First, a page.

Evergreen, or sometimes deciduous, shrubs or trees, lianes, or rarely, herbs, sometimes epiphytic. Leaves alternate and spiral, opposite or whorled, simple, sometimes sheathing at base, sometimes pungent at apex, venation often palmate or parallel; stipules absent. Flowers usually bisexual, rarely unisexual, regular, in racemes, spikes or panicles, sometimes solitary and terminal or axillary, each usually subtended by 2 bracteoles and 1 or more bracts; sepals (3–)4–5(–7), persistent; petals equal in number to sepals, usually at least partially fused to form a cylindrical or urn-shaped corolla; stamens 4 or 5 or rarely 8–10, and alternating with corolla lobes, or in 2 series and usually twice as many as petals; filaments free or adnate to corolla; anthers opening by a single longitudinal slit or by apical pores or slits, with (usually) or without apical or dorsal appendages; ovary usually superior, 1–10-carpellate, with as many locules as carpels (rarely unilocular or with twice as many locules as carpels), placentation usually axile or parietal; ovules usually numerous (rarely solitary) per locule; style solitary. Fruit a septicidal or loculicidal capsule, or a berry or drupe, occasionally separating into pyrenes. Seeds usually numerous, small, sometimes winged.

Most species grow naturally in acidic soils and have associated mycorrhiza. An important family horticulturally as it includes Rhododendron with about 1000 species and many thousands of cultivars, and Erica with about 860 species: few genera are grown in Australia as most are cool climate plants. Several genera are used for cool climate rock gardens. Kalmia is known to be poisonous to stock, especially sheep.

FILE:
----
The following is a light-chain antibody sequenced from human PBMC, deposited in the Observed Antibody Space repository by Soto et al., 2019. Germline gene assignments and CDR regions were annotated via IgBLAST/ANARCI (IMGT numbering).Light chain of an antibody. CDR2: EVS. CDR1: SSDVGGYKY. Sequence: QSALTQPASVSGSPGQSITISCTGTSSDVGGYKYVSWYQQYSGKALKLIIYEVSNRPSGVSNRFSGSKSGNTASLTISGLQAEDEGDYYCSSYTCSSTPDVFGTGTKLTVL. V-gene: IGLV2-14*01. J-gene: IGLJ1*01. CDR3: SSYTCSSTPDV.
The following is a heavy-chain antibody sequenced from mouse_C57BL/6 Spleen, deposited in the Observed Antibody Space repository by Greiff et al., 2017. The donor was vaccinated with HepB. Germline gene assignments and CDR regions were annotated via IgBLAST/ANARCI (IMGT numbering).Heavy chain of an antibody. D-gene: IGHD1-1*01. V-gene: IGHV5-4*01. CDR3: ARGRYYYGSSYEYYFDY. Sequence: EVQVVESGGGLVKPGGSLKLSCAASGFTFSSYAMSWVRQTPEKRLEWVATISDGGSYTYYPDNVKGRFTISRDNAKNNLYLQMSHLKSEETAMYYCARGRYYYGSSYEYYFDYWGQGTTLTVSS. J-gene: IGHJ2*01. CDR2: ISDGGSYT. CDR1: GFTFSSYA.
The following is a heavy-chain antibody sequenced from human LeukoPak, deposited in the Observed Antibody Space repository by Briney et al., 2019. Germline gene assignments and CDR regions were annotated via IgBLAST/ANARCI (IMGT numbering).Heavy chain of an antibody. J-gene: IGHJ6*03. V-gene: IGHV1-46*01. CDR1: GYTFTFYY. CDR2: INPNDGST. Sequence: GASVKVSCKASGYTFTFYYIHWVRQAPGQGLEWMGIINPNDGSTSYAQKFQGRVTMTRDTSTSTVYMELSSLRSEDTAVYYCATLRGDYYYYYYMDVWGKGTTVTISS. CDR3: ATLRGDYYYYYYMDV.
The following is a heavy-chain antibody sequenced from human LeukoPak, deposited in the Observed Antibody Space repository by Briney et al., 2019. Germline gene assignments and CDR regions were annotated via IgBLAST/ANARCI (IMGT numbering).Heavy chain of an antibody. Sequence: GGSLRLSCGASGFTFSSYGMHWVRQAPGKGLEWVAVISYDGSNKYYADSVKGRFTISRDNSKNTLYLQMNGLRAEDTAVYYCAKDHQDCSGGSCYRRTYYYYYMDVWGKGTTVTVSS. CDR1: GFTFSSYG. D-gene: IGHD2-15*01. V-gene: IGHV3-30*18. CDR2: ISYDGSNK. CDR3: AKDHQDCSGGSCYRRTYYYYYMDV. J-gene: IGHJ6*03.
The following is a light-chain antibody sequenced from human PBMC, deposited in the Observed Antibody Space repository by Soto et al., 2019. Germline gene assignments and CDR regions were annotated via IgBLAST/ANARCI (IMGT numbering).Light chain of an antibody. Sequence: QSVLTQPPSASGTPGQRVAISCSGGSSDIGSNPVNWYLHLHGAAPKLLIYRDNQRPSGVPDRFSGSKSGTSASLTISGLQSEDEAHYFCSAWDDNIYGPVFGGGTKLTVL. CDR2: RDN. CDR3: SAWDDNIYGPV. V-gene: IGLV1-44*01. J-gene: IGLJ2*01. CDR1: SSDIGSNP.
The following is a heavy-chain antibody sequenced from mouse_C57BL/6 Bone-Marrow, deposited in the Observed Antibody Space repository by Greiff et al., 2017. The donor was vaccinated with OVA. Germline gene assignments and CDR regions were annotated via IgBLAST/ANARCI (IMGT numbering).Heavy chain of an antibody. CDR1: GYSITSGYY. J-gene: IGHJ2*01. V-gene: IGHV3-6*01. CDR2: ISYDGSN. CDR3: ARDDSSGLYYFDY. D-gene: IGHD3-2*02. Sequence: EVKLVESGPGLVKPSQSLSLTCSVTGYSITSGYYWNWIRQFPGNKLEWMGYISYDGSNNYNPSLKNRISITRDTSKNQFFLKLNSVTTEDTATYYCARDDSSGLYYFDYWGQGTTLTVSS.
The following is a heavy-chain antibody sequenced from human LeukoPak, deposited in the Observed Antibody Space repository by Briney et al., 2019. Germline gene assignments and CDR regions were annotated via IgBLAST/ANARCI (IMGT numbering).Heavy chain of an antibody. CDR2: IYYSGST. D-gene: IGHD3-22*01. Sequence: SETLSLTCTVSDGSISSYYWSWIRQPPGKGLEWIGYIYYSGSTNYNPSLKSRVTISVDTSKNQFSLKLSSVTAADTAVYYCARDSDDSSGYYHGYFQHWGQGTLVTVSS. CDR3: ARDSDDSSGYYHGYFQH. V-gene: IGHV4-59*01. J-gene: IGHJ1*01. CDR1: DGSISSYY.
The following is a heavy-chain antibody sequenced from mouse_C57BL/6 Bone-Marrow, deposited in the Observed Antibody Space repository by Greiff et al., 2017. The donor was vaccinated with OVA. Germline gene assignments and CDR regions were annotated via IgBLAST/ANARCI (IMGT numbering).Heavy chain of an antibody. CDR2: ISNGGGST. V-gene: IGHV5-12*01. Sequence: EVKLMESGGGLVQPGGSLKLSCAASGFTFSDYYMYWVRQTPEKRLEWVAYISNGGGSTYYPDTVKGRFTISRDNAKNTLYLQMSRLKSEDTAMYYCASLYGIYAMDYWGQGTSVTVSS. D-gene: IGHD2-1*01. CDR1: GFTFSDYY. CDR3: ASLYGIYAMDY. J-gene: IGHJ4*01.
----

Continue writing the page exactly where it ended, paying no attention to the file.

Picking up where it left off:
The genus Bruckenthalia Rchb. with the single species B. spiculifolia Rchb., Spike Heath from S Europe and W Asia, which was previously   separated from Erica on the basis of having the stamens attached at the base of the corolla and in having only a minute disk is now included in Erica, is sometimes cultivated.; Cassiope, a cool climate plant from N Europe and N Asia to Himalaya, which has narrow scale-like overlapping leaves and deciduous corolla; Cavendishia, grown as C. bracteata (J. St Hil.) Hoer from tropical America, which has brilliant scarlet flowers and grows well in Melbourne [C. acuminata Hemsl.]; and Ledum, a cold north-temperate genus with free petals, which is now included in Rhododendron.

Vaccinium is the source of bearberry, bilberry, blueberry, whortleberry, buckleberry, cranberry.

Plants heather-like or rhododendron-like, often with urn-shaped flowers.

Ericaceae are broadly circumscribed, including five families Empetraceae Horan., Epacridaceae R.Br., Monotropaceae Nuttall, Pyrolaceae Lindl., and Vacciniaceae DC. ex Perleb, that are sometimes recognised separately.

About 126 genera with 4010 species almost cosmopolitan, c. 45 genera with some 600 species in Australia.

Luteyn et al. (1995).

Source: Spencer, R. (1997). Ericaceae. In: Spencer, R.. Horticultural Flora of South-eastern Australia. Volume 2. Flowering plants. Dicotyledons. Part 1. The identification of garden and cultivated plants. University of New South Wales Press.

Updated by: Val Stajsic, March 2018

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kingdom Plantae
phylum   Tracheophyta
class    Magnoliopsida
superorder     Asteranae
order      Ericales
Higher taxa
Subordinate taxa
genus        Acrotriche R.Br.
genus        Agapetes G.Don
genus        Andromeda L.
genus        Arbutus L.
genus        Arctostaphylos Adans.
genus        Astroloma R.Br.
genus        Brachyloma Sond.
genus        Calluna Salisb.
genus        Cyathodes Labill.
genus        Daboecia D.
genus        Enkianthus Lour.
genus        Epacris Cav.
genus        Erica L.
species        Erica abietina
genus        Gaultheria L.
genus        Kalmia L.
species        Leptecophylla juniperina
genus        Leucopogon R.Br.
genus        Leucothoe D.Don
genus        Pieris D.Don
genus        Rhododendron L.
genus        Richea R.Br.
genus        Sprengelia Sm.
genus        Styphelia Sm.
genus        Trochocarpa R.Br.
genus        Vaccinium L.
genus        Woollsia F.Muell.